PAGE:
We had managed to connect with Emma, and she had graciously invited us for tea. We left the library and caught a taxi over to Emma’s place, which was in one of those countless high-rises. The taxi didn’t exactly leave us off right in front of her place. We still had to find the right building, floor and apartment, which for us in China, was a big accomplishment. We finally found it, and Emma welcomed us into her office, also joined by her friend Tanya. It turns out that both Emma and Tanya teach English for a living. We all sat down for tea and had a great conversation covering many subjects. Their English was very good so we were able to communicate easily, a welcome change from our day to day communication struggles. They were very curious about us and our view points on many subjects. I’ll only mention a few that gave us some insight into China.
They asked us how Americans felt about Chinese people buying up property in the US and moving there, and if it upset us. We answered that the issue really isn’t on most people’s radar, but if they have the money then there’s not a lot we can do about it, why do you ask? They indicated that there is a feeling in China that if you can get out, do it — and the US seems to be the country of choice. It is understood that the standard of living there is much better. Next was something that took both Kristin and me by surprise. In talking about politics they mentioned that the Chinese, and especially the Chinese women admire Hillary Clinton. We asked why. Supposedly on one of her last visits to China she had made a statement that China over the next 10 years or so may become one of the poorest countries in the world. Kristin and I immediately were taken aback by this, and asked if they had heard right and maybe Hillary Clinton didn’t really say that. But they insisted that she did and for that reason they admire her, because it was the first time a high ranking international figurehead had the courage to come out and state what a lot of Chinese people have been feeling for a long time. “You have to understand that we are not allowed to speak out or protest. The only thing we can speak out on is that there are too many people in China.” We went on to lighter subjects but it made us pause about social conditions in China.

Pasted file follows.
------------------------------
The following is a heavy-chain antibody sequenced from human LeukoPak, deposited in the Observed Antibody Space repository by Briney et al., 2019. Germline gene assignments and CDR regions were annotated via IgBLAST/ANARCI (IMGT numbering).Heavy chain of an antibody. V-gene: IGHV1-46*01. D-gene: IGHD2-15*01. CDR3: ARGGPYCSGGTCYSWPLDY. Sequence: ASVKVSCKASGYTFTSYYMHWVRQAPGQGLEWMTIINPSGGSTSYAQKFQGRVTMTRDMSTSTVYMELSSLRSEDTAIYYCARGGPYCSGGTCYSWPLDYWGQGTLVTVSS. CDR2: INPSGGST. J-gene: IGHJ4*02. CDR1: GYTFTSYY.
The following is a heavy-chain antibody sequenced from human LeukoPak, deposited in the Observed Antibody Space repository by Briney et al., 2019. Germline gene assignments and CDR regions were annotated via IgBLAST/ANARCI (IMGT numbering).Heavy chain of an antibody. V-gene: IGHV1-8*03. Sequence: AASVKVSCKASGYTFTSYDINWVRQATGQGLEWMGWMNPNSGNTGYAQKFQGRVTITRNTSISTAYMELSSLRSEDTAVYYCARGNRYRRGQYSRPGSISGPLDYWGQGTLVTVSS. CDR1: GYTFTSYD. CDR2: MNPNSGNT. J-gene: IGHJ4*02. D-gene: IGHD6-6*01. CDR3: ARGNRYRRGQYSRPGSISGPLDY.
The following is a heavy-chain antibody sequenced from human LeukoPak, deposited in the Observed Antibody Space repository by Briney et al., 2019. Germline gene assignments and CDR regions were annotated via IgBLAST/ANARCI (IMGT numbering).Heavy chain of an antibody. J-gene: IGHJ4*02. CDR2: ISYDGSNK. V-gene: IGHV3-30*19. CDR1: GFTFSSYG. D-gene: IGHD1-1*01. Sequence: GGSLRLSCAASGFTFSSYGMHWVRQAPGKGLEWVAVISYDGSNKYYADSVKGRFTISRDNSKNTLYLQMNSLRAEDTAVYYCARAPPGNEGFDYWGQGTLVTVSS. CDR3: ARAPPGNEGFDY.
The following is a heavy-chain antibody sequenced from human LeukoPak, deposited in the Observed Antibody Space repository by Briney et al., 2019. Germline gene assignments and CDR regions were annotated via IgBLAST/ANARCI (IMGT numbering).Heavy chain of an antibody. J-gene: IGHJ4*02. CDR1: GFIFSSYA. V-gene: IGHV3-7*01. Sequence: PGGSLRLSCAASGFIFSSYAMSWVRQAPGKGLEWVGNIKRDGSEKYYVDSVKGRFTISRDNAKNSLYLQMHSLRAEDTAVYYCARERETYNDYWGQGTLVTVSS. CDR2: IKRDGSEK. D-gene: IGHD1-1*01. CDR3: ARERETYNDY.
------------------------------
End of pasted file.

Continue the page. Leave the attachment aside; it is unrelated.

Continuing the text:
The four of us left the comfortable office and headed to a popular local restaurant for some Ningbo specialty dishes. The evening was wonderful as we passed away the time chatting about other subjects and eating a delicious variety of dishes. They treated us to dinner and Emma’s mother drove us back to our hostel.
Emma did us one more favor of writing down directions for us to give the taxi diver the next morning so that we could catch our bus to Huangshan. We didn’t say goodbye to Emma but rather see you soon in Shanghai. It turned out that she likely was going to be there when we would be staying with Lauren.
We woke up at the crack of dawn the next day, walked down to a major intersection, caught a cab and made it safely to the mammoth bus station. We were off to our next destination, Huangshan, for our high mountain adventure.